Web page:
At that post, this data point:
Cheniere: plans to build three more 4.5-MTPA liquefaction trains at its Cheniere's Corpus Christi facility
February 9, 2018: with CNPC deal, Cheniere's train 3 at Corpus Christ becomes more likely. Wow -- China. Ka-ching.
Cheniere Energy, Inc. has entered into two liquefied natural gas (LNG) sale and purchase agreements (SPA) with China National Petroleum Corp. (CNPC), the Houston-based company reported Friday.
“These long-term SPAs build upon the Memorandum of Understanding we signed in November, and we look forward to a successful long-term partnership with CNPC,” Cheniere President and CEO Jack Fusco said.
According to Cheniere, CNPC unit PetroChina International Co. Ltd. will purchase approximately 1.2 million tonnes per annum (mtpa) of LNG under the SPAs with Cheniere subsidiaries Corpus Christi Liquefaction, LLC and Cheniere Marketing International LLP. A portion of the supply will start this year and the balance will begin in 2023, Cheniere added. Each SPA term continues through 2043 and the LNG purchase price will be indexed to the Henry Hub price plus a fixed component.
Fusco also stated that Cheniere expects the SPAs to support the development of a third train at the Corpus Christi Liquefaction export terminal that it is building along Corpus Christi Bay in San Patricio County, Texas.
Now, the update from Argus Media:
Cheniere Energy said it plans to make a positive investment decision next year on a planned third liquefaction train at the Corpus Christi LNG export terminal in Texas.
"I have a whiteboard in my office with a to-do list on it, and the only thing on that to-do list is to FID Corpus Christi train 3," Cheniere chief executive Jack Fusco said today on an earnings call. An FID refers to a final investment decision.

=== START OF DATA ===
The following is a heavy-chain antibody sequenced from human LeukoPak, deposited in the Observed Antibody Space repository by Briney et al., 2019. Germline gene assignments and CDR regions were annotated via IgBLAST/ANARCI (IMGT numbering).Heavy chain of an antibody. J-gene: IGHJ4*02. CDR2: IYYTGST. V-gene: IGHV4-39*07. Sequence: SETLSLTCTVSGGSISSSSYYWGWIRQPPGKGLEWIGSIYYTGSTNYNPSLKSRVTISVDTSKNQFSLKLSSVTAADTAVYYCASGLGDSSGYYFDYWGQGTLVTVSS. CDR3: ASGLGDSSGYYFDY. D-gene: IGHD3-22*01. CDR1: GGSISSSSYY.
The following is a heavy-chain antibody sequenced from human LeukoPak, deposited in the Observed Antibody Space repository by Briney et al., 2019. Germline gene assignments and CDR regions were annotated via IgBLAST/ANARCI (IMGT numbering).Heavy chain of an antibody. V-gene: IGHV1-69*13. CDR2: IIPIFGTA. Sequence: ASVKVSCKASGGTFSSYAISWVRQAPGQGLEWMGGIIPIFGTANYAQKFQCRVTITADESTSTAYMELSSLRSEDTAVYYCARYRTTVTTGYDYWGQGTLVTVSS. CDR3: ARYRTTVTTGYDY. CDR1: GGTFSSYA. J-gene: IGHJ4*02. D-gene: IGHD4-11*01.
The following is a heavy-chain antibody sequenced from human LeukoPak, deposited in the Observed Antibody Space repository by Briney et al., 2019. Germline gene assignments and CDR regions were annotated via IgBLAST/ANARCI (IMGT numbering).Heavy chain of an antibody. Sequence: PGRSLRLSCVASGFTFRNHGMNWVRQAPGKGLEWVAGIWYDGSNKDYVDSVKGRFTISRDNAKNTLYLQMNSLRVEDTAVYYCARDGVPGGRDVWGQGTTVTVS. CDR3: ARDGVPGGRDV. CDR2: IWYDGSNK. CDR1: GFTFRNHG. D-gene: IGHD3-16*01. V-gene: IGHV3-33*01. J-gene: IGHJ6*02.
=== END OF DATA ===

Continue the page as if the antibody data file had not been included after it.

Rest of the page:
Cheniere is building two trains and associated facilities at Corpus Christi for $11bn. Each unit would have peak capacity of 5mn t/yr, equivalent to 694mn cf/d of gas, and baseload capacity of 4.5mn t/yr. The two-train project is 72pc complete and scheduled to start operating in 2019.
The Houston-based company has said it can build a similar-sized third train at a unit cost of $500-$600 per tonne of annual production, or about $2.25bn-$2.7bn for the baseload output. The third train would be cheaper by using existing infrastructure.
Cheniere signed some 20-year offtake deals for train 3 before oil prices dropped in mid-2014, but not enough to finance the unit. The company is negotiating with some large Asian utilities to sell more output from train 3, including potentially finalizing a preliminary agreement reached last week with China's state-owned CNPC.Much more at the link.
LNG export terminal projects -- update in one graph, from this post (previously posted):